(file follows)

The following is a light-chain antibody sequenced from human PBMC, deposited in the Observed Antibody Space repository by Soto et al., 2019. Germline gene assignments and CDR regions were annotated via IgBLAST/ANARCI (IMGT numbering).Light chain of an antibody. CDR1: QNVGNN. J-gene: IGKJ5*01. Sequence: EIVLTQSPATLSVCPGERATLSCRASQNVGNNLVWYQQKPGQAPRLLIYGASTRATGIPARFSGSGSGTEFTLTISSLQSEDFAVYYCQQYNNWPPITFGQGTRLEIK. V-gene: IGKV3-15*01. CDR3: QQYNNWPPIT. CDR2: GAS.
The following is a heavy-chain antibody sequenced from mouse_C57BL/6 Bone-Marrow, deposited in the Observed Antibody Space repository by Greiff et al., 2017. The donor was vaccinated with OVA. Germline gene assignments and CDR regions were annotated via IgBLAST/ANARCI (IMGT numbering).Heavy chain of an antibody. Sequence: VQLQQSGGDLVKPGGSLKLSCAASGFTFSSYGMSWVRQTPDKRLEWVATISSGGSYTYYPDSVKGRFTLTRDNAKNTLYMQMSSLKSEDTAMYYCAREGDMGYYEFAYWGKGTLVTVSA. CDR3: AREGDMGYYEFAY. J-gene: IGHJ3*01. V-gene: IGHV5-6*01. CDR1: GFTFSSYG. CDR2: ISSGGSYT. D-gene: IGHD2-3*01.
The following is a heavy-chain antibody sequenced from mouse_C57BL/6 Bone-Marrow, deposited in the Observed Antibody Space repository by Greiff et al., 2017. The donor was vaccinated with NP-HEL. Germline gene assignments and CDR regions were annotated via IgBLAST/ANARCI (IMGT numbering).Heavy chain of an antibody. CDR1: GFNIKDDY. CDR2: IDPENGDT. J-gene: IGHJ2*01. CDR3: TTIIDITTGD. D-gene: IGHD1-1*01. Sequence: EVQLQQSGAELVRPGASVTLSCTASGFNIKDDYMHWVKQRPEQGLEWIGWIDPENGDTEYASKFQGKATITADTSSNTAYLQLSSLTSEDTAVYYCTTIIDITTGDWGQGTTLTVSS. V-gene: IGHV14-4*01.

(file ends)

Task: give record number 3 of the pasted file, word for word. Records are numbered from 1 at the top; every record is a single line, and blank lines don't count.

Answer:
The following is a heavy-chain antibody sequenced from mouse_C57BL/6 Bone-Marrow, deposited in the Observed Antibody Space repository by Greiff et al., 2017. The donor was vaccinated with NP-HEL. Germline gene assignments and CDR regions were annotated via IgBLAST/ANARCI (IMGT numbering).Heavy chain of an antibody. CDR1: GFNIKDDY. CDR2: IDPENGDT. J-gene: IGHJ2*01. CDR3: TTIIDITTGD. D-gene: IGHD1-1*01. Sequence: EVQLQQSGAELVRPGASVTLSCTASGFNIKDDYMHWVKQRPEQGLEWIGWIDPENGDTEYASKFQGKATITADTSSNTAYLQLSSLTSEDTAVYYCTTIIDITTGDWGQGTTLTVSS. V-gene: IGHV14-4*01.